SAS deployed on UK streets

Heavily armed police with sub-automatic MP4 weapons at Liverpool St station in central London
Heavily armed police with sub-automatic MP4 weapons at Liverpool St station in central London

HEAVILY ARMED special SAS forces were ordered onto the streets of the UK, yesterday and told to ‘shoot on sight’ suspected terrorists as the UK hires 1,900 more spies.

Using the Paris terror attacks to considerably bolster the UK state, the Special Air Service (SAS) forces unit of the British Army were issued with orders to shoot terrorist attackers on sight, following high-level meetings with senior intelligence officers from the Joint Terrorist Analysis Cell at MI5.

According to some reports, more than 60 soldiers are already operating under the direction of Scotland Yard’s Counter Terrorism Command. Tory Home Secretary Theresa May did not deny the reports, she said that ‘arrangements in place where necessary for the police to have military support’.

She said that special forces were to be dressed in plain clothes and supporting the police presence at busy public locations, including train and tube stations, shopping centres and popular entertainment districts.

Tory PM Cameron also announced that MI5, MI6 and GCHQ will recruit almost 1,900 new spies. The 15 per cent increase will be the biggest expansion of British security services since the 7 July terror attacks in London in 2005 and will also receive a massive injection of public funds, at a time where health, education and housing are being cut to shreds.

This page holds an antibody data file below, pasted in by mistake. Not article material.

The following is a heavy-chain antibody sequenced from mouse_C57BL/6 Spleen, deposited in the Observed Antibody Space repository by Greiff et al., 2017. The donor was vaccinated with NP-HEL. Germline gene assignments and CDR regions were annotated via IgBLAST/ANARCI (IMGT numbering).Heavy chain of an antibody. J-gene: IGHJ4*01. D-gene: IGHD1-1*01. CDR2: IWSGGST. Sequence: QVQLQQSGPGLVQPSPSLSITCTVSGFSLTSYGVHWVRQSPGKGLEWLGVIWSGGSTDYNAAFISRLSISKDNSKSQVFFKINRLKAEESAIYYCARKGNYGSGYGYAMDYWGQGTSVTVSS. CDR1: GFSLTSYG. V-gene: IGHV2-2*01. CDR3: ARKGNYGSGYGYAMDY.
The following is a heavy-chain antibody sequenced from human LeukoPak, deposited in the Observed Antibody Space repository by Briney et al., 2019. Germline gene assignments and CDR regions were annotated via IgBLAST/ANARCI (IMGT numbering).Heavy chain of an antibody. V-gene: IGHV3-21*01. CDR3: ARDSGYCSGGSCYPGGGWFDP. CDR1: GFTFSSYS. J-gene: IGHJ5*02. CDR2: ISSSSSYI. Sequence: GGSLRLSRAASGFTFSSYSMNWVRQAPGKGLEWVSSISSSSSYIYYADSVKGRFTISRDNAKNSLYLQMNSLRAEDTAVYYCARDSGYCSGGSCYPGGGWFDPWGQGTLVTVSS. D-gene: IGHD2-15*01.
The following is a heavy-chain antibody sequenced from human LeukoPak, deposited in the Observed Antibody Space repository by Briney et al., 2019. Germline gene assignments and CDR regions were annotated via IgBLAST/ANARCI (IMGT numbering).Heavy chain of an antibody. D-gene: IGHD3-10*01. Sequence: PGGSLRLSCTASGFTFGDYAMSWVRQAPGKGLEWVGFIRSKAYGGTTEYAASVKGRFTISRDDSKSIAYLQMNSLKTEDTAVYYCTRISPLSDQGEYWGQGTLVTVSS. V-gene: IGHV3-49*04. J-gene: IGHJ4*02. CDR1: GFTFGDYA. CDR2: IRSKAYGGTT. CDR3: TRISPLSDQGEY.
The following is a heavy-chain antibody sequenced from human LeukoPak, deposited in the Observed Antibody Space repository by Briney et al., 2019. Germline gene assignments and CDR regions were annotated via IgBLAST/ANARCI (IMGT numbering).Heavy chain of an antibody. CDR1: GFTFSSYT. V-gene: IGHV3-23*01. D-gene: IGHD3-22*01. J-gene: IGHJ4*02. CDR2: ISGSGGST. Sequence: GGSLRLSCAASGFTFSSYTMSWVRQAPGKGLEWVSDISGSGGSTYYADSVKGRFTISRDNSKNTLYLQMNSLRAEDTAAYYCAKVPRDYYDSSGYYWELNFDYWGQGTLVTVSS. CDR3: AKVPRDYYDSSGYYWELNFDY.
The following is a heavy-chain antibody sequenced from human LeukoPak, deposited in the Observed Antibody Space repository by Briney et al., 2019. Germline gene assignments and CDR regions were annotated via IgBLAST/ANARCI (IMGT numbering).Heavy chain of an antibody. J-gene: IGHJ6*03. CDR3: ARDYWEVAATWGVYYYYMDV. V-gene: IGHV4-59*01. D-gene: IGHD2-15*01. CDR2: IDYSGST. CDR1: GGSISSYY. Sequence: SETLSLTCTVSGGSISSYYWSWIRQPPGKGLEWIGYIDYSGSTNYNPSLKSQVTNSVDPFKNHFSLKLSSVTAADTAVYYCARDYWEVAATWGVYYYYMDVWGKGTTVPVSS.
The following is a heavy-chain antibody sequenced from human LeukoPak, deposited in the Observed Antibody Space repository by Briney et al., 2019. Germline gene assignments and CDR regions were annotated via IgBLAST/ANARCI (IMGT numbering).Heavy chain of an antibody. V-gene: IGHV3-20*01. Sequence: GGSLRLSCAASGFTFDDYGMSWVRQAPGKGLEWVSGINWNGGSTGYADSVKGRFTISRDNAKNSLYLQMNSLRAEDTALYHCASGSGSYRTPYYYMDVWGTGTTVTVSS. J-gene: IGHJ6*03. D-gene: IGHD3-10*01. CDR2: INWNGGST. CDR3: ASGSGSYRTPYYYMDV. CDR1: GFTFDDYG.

The extra 1,900 spies will add to the current 12,700 people employed by UK’s intelligence agencies MI6, MI5, and GCHQ. He also announced a doubling of funding for UK airport security around the world to £9m.

‘We have been aware of these cells operating in Syria that are radicalising people in our own countries, potentially sending people back to carry out attacks,’ Cameron admitted from from the G20 summit taking place at the Turkish resort of Belek.

He added: ‘Our security and intelligence services have stopped something like seven attacks in the last six months albeit attacks planned on a smaller scale.’ All of this comes as the draft Investigatory Powers Bill (IP Bill) was unveiled last week. The House of Commons Science and Technology committee is looking at whether gathering data on every citizen using the internet is feasible.

One of the most contentious aspects of the Bill obliges Internet Service Providers (ISPs) to record information about the services, websites and data every UK citizen uses and store that data for a year.

Renate Samson, Chief Executive of Big Brother Watch, said: ‘Requests for retention of internet connection records will provide access to the most detailed data on citizens, not just the who and when of a telephone record, but the what and how of the way we live our lives.’

‘Furthermore, the power to legally hack into our devices, could create legislative back doors which in a world of increased cyber-attack could make us more vulnerable to crime.’ Michael Dell, the chief executive of the US PC maker Dell Computers, said: ‘Our position on creating a back door inside our products so that the government can get in is that it’s a horrible idea’.